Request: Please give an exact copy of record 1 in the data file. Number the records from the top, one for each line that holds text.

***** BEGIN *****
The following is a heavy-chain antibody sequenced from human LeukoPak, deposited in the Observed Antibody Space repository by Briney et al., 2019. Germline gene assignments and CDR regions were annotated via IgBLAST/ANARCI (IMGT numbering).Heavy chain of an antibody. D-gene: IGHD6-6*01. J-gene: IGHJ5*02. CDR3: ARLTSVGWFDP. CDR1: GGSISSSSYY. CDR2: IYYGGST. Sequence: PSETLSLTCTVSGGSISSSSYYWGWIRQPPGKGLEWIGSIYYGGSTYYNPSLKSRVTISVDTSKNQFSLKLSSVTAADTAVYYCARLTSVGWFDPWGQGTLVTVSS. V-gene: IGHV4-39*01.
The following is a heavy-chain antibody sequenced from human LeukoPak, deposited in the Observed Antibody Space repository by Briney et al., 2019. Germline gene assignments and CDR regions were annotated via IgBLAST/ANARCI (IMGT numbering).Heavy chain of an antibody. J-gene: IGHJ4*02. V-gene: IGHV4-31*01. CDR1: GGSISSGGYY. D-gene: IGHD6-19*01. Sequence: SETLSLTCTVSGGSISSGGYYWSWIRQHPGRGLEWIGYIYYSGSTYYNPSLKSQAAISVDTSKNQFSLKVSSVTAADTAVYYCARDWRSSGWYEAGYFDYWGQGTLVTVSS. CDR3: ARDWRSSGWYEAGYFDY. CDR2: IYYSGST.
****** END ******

The following is a heavy-chain antibody sequenced from human LeukoPak, deposited in the Observed Antibody Space repository by Briney et al., 2019. Germline gene assignments and CDR regions were annotated via IgBLAST/ANARCI (IMGT numbering).Heavy chain of an antibody. D-gene: IGHD6-6*01. J-gene: IGHJ5*02. CDR3: ARLTSVGWFDP. CDR1: GGSISSSSYY. CDR2: IYYGGST. Sequence: PSETLSLTCTVSGGSISSSSYYWGWIRQPPGKGLEWIGSIYYGGSTYYNPSLKSRVTISVDTSKNQFSLKLSSVTAADTAVYYCARLTSVGWFDPWGQGTLVTVSS. V-gene: IGHV4-39*01.